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Kohler is a company most people associate with bathroom and kitchen fixtures, and mainly faucets. But Kohler is a large company, and one division, Kohler engines, makes fixtures of an entirely different sort, along with replacement parts to go with these engines. In this article we will review one of these parts, the Kohler oil filter.
We will examine the product features and specs of the Kohler oil filter and see how the product compares to several other popular oil filters on the market. We will rate these according to features, durability, and quality and tell you which oil filter we count as the best overall value.
About Kohler Oil Filters
The first thing we should point out about Kohler oil filters is that they are mainly intended as replacement parts for original equipment on a number of Kohler engines. Those engines are for the most partsmaller in size and horsepower than standard automobile engines; therefore, the oil filters Kohler makes to work with their engines are rated for lower horsepower performance. Kohler engines are used on such things as riding lawn mowers.
Kohler makes three oil filters to fit their different models of Kohler engines. The standard is for use with small engines from 11hp up to 27hp, the K-series fits two Kohler engines and is rated up to 23hp. Finally, the Premium fits the Kohler PRO series, and is rated for engines up to 40hp.
While it is possible you could get a Kohler oil filter to fit onto some kind of automobile engine, it would not be a proper replacement oil filter for that engine, and one should not get confused about this.
You can find cheap knock-offs of Kohler replacement parts, but Kohler isn’t pushing their oil filters for anything other than their own line of lower-powered engines. We need to clarify this because the other oil filters we are going to review most definitely are intended to be used with automobile engines.
Rejecting the Hype
Many people have a hard time buying the hype on the various brands of oil filters. This is understandable because the difference in price points for the various brands—none of which cost very much money—is usually justified by claims that the higher-priced filters will last longer and help your engine do that as well.
This is not to minimize the role an oil filter plays. In an engine, it is a critical piece of equipment, but since it is a relatively inexpensive piece of equipment and one which requires at least some maintenance (cheaper filters have to be replaced all the time), it is often neglected by people with supposedly more important things to do.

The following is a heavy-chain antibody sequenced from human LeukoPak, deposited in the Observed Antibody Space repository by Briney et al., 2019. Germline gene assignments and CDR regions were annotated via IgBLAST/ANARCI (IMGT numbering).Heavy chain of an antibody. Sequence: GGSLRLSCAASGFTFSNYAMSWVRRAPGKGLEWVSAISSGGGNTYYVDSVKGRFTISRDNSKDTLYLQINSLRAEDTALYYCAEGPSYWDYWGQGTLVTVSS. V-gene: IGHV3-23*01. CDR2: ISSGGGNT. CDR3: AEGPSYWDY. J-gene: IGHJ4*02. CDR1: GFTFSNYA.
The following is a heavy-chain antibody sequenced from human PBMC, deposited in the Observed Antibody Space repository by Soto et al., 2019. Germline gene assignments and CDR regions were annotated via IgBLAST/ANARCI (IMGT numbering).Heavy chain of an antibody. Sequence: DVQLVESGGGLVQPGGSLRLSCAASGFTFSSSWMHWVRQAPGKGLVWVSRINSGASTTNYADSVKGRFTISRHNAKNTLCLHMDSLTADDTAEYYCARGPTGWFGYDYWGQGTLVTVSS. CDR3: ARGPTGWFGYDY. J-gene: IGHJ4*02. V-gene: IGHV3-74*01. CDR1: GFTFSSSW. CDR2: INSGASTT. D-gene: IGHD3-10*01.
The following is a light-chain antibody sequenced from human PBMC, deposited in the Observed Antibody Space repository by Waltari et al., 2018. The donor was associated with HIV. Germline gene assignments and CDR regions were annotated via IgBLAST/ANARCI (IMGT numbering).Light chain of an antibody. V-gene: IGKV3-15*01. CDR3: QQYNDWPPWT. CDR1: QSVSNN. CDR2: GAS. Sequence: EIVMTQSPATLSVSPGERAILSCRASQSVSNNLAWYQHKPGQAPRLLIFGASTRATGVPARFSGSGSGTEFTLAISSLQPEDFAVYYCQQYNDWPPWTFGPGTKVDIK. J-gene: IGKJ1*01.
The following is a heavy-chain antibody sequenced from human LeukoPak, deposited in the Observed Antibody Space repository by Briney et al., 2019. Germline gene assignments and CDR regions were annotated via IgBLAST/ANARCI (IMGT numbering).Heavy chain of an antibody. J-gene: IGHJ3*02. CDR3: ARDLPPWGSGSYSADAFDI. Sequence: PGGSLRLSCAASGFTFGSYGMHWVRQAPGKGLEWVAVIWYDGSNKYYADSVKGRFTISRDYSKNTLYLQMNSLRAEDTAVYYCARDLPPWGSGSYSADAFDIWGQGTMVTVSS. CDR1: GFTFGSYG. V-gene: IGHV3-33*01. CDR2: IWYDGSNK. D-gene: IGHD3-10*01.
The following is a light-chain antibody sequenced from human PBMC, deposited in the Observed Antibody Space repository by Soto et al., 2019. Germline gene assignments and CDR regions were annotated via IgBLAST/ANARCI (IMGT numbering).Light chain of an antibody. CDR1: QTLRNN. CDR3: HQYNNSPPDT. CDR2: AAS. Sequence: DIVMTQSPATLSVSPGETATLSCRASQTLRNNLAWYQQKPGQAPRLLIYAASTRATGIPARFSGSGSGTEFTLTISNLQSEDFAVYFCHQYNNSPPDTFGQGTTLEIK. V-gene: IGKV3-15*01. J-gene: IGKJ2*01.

That neglect can be bad news for an engine, as once the useful life of the filter is exceeded, its ability to protect the engine from contaminants is over and it is time to change the oil filter.
Since manufacturers have increasingly gone to the use of synthetic oils for their engines, lubricants that do a better job of protecting the engine than conventional oils and which last longer between changes, demands on oil filters have increased as manufacturers now recommend a much longer life for oil filters to match the longer use time for the synthetic oils.
This fact is not so relevant to the Kohler oil filters, as they are intended for use with much smaller engines with much lower performance, but these are factors which impact a couple of the filters we will be examining in our comparison.
Smaller Engines and Less Performance
As for the Kohler premium or PRO performance filter, “PRO” is relative, remember, because this filter is not intended even for average performance in an automobile engine. Rather, the slightly elevated demands an air filter might encounter moving up from 25hp to 40hp.
And since the Kohler is intended to compete with the cheap knockoffs already mentioned, they don’t have to offer many specifics and they don’t.
The gasket on the baseplate is pre-lubricated—at least it sounds as if this is the case. This saves time—really a couple of seconds—if you are doing it yourself
The baseplate is said to be “dual flow”, apparently meaning the oil can go inside the filter or exit it through this baseplate. We are not sure this is actually a feature since the design of pretty much all oil filters uses a dual flow of this nature. Actual dual-flow filters have filtration media incorporating aspects of single-flow and bypass filtration, but that doesn’t seem to be the case here.
Also included is a “relief/anti-drainback” valve. Once again, this is pretty standard on most oil filters, though not all. What this valve enables is retention of a certain amount of cleaned oil when the engine stops, which can be immediately pumped through the engine at the start—so it acts against “dry starts”. The “relief” valve function is apparently performed by a center collar on the anti-drainback valve that covers bypass holes.
Also listed by Kohler is a high-efficiency synthetic filter element, but Kohler supplies no information on the level of efficiency they claim for this element, nor the capacity of the filter, which is the limit of the filter media to hold contaminants. Instead, Kohler engine owners can refer to their manuals, which will recommend changing the oil filter every 200 hours of use.
Lastly, the Kohler has what is described as a heavy-duty steel can, which among other things is said to prevent leaks. Again, this is pretty standard.
Kohler premium or PRO oil filters are moderately priced as far as oil filters go, but since Kohler recommends their use on Kohler engines, and since many people simply follow the manufacturer’s recommendations, Kohler has a kind of captive market for these oil filters.
The price for the Kohler oil filter runs around $9.
How It Compares
We picked a few similar products available on the market to see how they compare.
- Mobil Oil Filter
- Fram Oil Filter
- Bosch Oil Filter